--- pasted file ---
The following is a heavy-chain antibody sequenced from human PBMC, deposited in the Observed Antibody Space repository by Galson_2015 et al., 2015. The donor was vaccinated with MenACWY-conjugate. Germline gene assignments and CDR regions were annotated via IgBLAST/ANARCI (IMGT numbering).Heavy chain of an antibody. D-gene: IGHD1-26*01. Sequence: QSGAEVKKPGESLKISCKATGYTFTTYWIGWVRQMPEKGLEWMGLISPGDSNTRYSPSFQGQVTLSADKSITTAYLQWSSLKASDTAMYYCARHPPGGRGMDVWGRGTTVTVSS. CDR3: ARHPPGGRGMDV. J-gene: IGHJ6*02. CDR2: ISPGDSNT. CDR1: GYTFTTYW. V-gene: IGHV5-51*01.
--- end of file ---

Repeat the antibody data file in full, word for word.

The following is a heavy-chain antibody sequenced from human PBMC, deposited in the Observed Antibody Space repository by Galson_2015 et al., 2015. The donor was vaccinated with MenACWY-conjugate. Germline gene assignments and CDR regions were annotated via IgBLAST/ANARCI (IMGT numbering).Heavy chain of an antibody. D-gene: IGHD1-26*01. Sequence: QSGAEVKKPGESLKISCKATGYTFTTYWIGWVRQMPEKGLEWMGLISPGDSNTRYSPSFQGQVTLSADKSITTAYLQWSSLKASDTAMYYCARHPPGGRGMDVWGRGTTVTVSS. CDR3: ARHPPGGRGMDV. J-gene: IGHJ6*02. CDR2: ISPGDSNT. CDR1: GYTFTTYW. V-gene: IGHV5-51*01.